MM5 (Grell et al., 1995) version 3.7 was the meteorological model used here to develop the fields needed to drive the CTM simulations and to provide meteorological information needed to estimate meteorological-variable emissions (e.g., biogenic emissions depend on solar radiation and temperature, while mobile emissions depend on temperature). MM5 is a non-hydrostatic mesoscale meteorological model with grid nesting and four-dimensional data assimilation capabilities. Here we briefly describe the model setup and the input data used to run the model. Additional details, including model performance statistics on the MM5 application, can be found elsewhere (Vanoye & Mendoza, 2009).
MM5 was run with 34 vertical layers with the top of the domain set at 70 mb; horizontal resolution was described earlier. Following a set of sensitivity tests, the MM5 parameterization configuration that gave the best statistical performance of the model for the July and August episodes is presented in Table 2. Of note, the Pleim-Xiu Land Surface model is the recommended scheme by the US Environmental Protection Agency (US EPA) and is the one that has demonstrated to give the best meteorological fields for CMAQ (Olerud & Sims, 2003; Morris et al, 2004). Another advantage of the Pleim-Xiu scheme is that it allows using CMAQ’s dry deposition scheme which is technically superior to the conventional Wesley scheme.
MM5 was executed enabling its four-dimensional data assimilation capabilities for the 36 km and 12 km domains. One-way nesting was selected as the way MM5 transferred information from the outer grids to the inner grids. Finally, a relaxation scheme was chosen for the manipulation of the boundary conditions, i.e. the five outermost points are used to damp the information flowing from the boundaries to the inner domain.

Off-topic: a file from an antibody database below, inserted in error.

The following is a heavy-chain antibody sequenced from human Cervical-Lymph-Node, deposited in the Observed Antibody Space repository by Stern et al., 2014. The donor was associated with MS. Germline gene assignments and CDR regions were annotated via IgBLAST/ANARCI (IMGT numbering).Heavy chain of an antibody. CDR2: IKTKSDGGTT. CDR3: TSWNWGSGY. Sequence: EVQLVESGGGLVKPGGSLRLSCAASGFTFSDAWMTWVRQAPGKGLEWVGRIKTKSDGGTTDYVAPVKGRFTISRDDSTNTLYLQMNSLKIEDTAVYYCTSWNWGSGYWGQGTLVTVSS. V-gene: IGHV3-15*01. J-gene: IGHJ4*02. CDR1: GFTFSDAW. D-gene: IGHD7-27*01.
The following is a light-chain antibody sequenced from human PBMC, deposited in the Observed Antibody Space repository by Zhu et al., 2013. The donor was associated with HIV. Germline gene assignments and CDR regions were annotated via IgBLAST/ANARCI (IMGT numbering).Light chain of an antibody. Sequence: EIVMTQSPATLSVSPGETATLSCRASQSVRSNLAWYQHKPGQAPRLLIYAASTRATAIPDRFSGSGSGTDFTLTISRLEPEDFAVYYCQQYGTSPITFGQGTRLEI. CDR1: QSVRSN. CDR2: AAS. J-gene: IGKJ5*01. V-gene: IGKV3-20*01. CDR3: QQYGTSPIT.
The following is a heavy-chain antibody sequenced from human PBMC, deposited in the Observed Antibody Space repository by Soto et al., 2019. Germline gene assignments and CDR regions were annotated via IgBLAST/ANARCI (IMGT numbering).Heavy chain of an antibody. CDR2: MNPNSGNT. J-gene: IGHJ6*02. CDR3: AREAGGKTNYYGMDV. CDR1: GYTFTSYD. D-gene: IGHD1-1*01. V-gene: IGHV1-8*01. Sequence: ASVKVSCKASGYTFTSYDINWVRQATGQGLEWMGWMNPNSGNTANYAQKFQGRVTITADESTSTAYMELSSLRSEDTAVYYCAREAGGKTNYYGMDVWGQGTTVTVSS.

Initial and boundary condition were prepared using the National Center for Atmospheric Research (NCAR)/National Centers for Environmental Prediction (NCEP) Eta analyses data. The data consist of regional meteorological analyses for North America based on the output of the Eta model, which generates data every 12 hours from observations of over 600 stations in the region. To complement this information and increase the effectiveness of the data assimilation step, additional observations with a temporal resolution of 6 hours were extracted from NCAR archives, through its Data Support Section of the Scientific Computing Division. This included observations from surface and marine stations, as well as from aerial soundings. Basic landuse, vegetation cover and topography was also obtained from NCAR. Landuse information was based on the USGS 24 categories, and topographic resolutions of 10 min, 5 min, 2 min, and 30 sec were used.
|Parameter ID||Description||Selected option|
|IMPHYS||Explicity Moisture Scheme||Mix Phase|
|MPHYSTBL||Intrinsic Exponent for Calculating IMPHYS||Use Look-up table for moist physics|
|IBLTYP||Planetary Boundary Layer||Pleim-Xiu|
|FRAD||Radiation Cooling of Atmosphere||Rapid Radiative Transfer Model|
|ISOIL||Multilayer Soil Temperature Model||Pleim-Xiu Land Surface Model|
|ISHALLO||Shallow Convection Option||No Shallow Convection|
3.6. CMAQ application
3.6.1. Base case simulations
CMAQ is an Eulerian photochemical model that simulates the emissions, transport, and chemical transformations of gases and PM in the troposphere (Byun & Ching, 1999). Similar to other photochemical models, CMAQ solves the species conservation equation: